Would you pay $23 for the best passion fruit wine in the world?
No? Neither would most people, which is why Radee Wine owner Makiko Yamashita is having a hard time selling wine.
It's funny that while we often describe expensive Riesling and Sauvignon Blanc as tasting like passion fruit, nobody wants to order a dry table wine that really tastes like passion fruit.
Yamashita is trying, though, as a one-woman sales force for wines she has made in Thailand by a Canadian.
She's originally from Kobe, one of Japan's most international cities, and went to Kyoto University. She worked for five years at Tokyo Mitsubishi Bank in Chicago before deciding she wanted to help poor people help themselves.
So she went to Northwestern for an MBA focusing on economic development. As part of a school project, she went to western Kenya to try to help small farmers.
"Farmers there grow just enough to eat," Yamashita said. "They don't eat well. Their health is really bad. We wanted them to have better seeds and crops so they could be healthier and transition to growing cash crops."
The first plant Yamashita's group introduced was the passion fruit, and it was the first time she'd had them ("It was so delicious," she said). Another researcher had decided the tart fruit was appropriate for the soil. But the locals took some convincing. Only after a few people were able to sell passion fruits in Nairobi for profits did others start paying attention.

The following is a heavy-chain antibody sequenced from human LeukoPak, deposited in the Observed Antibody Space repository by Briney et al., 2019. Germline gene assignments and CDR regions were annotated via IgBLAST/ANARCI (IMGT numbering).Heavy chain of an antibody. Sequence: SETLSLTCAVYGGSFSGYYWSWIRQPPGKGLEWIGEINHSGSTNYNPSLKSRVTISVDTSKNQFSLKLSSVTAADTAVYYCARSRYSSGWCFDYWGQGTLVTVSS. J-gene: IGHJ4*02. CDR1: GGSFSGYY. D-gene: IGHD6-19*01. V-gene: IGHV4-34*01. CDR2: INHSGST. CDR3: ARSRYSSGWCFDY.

Yamashita spent four months in Kenya, sharing a house with other researchers. She likes backpacking off the beaten track, so the sporadic electricity, lack of hot water and constant attention from locals didn't bother her. She did get bored with eating the same food as the locals, who eat ugali -- made from maize -- every single meal.
"It's like polenta but more starchy and hard," she says. "It doesn't have much flavor. They eat beef stew when they have beef, and they have a green vegetable that's like kale, but mostly they eat ugali. At first I hated it, but I got addicted to it. After three months I gained 10 pounds. I didn't have a mirror so I didn't know."
After four months, Yamashita moved to Thailand, where passion fruit grows well. There she met Dominic Rivard, a Canadian who had made ice wine before moving to the tropics. Rivard was already making pineapple wine for tourist shops, and Yamashita, newly in love with passion fruit, thought she saw business potential.
Her Northwestern MBA group wrote a business plan for making quality fruit wines in Thailand and exporting them to the U.S. It got her a degree, but her partners weren't actually interested in following through.
Meanwhile, her fiance, a psychiatrist, was finishing his residency in Chicago and had a job in Sacramento. Yamashita moved there to be with him.
Market-wise, that might have been a good move. While its cuisine is sophisticated, Chicago is considered a conservative city wine-wise. Sacramento may not be the most culinarily open place in the world, but it does have Corti Bros. Darrell Corti, who will sell anything he thinks tastes good, became one of her first customers.